By Rachel Barnard [email protected]
In the 1990s, during the reorganisation of the Historical Archives of Arraiolos, data emerged that helps to shed some light on the dating of the carpets. This data comes from an inventory surveying the goods left by deceased inhabitants up to 1700 and later extended to 1870.
The first reference dates to 1598 but this is an ambiguous reference. To explain why, I must turn to Portuguese.
This is a carpet belonging to one Catarina Rodrigues, described as ‘Um Tapete da Terra’. Terra has several meanings in Portuguese. It can mean a region that people come from, or soil or floor.
So this description could mean that the carpet was from the locality or that it was a carpet to put on the floor. However, there is no doubt about a carpet left in 1602 which says explicitly to have been made in Arraiolos, valued at the considerable sum of 600 reis.
So, from 1602 there is a reasonable record of carpets made in Arraiolos, the name of the owners and their value.
Carpet design can be divided into several periods: The First Period covers the end of 16th C up to the middle of 17th C. Oriental motifs prevail, mostly inspired by Persian or Moroccan designs.
Mid 17th C becomes a transitional period where oriental influence is still present, but local inspiration and taste was introduced. This led to a Second Period to the mid 18th C that can be considered the ‘golden age’ of Arraiolos carpets.
By introducing a central medallion surrounded by animals, mostly birds, a genuine ‘language’ recognisable as a true Arraiolos carpet became the prevailing design.
By the end of the 18th century, Arraiolos had a large manufacturing capacity, attested by the British author, art collector and traveller William Beckford in 1787.
He rode to Arraiolos and thus describes Arraiolos as…’an ugly and old village’. There he bought a number of carpets for his voyage all …’with a grotesque and very colourful design …products of a factory in the village that employs over 300 workers’. He goes on ‘I ordered them to be put by my bed, and looking at the diversity of colours it looked to me that they had a very exotic style’.
What all the above tells us, is that in order to achieve such production and perfection by mid 18th C, must have been the consequence of generations of carpet makers at that particular locality.
The third design period therefore, starts at the end of the 18th C to the middle of the 19th C. The design changes to what was considered to be the taste of the period.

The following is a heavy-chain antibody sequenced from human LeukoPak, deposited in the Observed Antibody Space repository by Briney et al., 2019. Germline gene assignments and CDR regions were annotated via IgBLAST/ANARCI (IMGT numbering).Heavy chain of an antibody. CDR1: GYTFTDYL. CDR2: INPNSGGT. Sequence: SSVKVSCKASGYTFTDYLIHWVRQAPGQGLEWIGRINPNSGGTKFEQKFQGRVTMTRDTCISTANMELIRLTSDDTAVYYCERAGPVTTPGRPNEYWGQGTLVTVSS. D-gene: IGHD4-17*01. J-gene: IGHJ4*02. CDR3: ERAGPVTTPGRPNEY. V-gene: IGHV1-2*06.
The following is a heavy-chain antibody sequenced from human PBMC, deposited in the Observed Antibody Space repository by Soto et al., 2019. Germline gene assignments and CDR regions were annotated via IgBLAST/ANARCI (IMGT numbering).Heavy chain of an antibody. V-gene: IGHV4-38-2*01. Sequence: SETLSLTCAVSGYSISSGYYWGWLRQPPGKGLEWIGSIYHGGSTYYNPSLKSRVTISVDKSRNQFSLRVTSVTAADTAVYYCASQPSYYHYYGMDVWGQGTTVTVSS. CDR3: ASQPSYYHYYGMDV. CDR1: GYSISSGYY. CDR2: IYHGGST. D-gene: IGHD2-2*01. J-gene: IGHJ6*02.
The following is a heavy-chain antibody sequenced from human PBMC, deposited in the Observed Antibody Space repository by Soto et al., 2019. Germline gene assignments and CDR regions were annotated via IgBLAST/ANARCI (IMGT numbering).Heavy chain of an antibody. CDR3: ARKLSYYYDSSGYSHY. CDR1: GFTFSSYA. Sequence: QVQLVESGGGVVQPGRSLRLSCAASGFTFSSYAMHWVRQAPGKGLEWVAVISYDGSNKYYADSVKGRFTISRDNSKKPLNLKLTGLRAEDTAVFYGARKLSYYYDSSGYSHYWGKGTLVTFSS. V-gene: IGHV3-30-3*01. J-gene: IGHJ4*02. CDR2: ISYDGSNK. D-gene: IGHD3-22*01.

The design consists almost entirely of large flowers and leaves or copy of tile designs. Colours are sombre and subdued. By the end of the 19th C the making of carpets had become a small domestic activity.
It was not until the beginning of the 20th C that a few individuals started to influence a revival of the carpets by commissioning new carpets for the decoration of grand Lisbon houses from the one family left in Arraiolos prepared to accept such commissions.
Over the 20th C and until now, the taste for Arraiolos carpets has developed, and although still primarily made at Arraiolos, they are also manufactured in many other parts of Portugal and the world.
This has come to present some serious problems. Alarm bells started to ring when ads started to appear in newspapers advertising the sale of ‘genuine Arraiolos Carpets’ made in China.
So the question was, and is: What is a genuine Arraiolos Carpet. Carpets sold as ‘genuine’ are not only made in other parts of the world, but also by machine. There have been attempts to introduce a trade mark to protect and preserve the authenticity of the carpets, but so far this has proved impossible.
Although a law was passed in 2002 to create an Institute to tackle the questions of authenticity, this law was never implemented. The questions asked relate to whether there should be some geographical boundary or other criteria.
In other words, would ‘genuine’ mean carpets made in Arraiolos? Alentejo? Other parts of Portugal? Anywhere else in the world using the appropriate technique, design and colours? Who would certify authenticity?
These questions matter, as the professional embroiderers of original Arraiolos carpets cannot compete with the machine-made or imitations using cheap materials, large stitches, chemically produced colours and so on.
Part 1 of this article was published in the December 9 issue of the Algarve Resident.
Rachel Barnard first became interested in the Arraiolos carpets on a strictly aesthetic basis more than 20 years ago when she first purchased one. Since then she has used her academic experience as a lecturer of politics at the University of Westminster to research the subject. She recently gave a talk on Arraiolos carpets at the Tavira Municipal Library.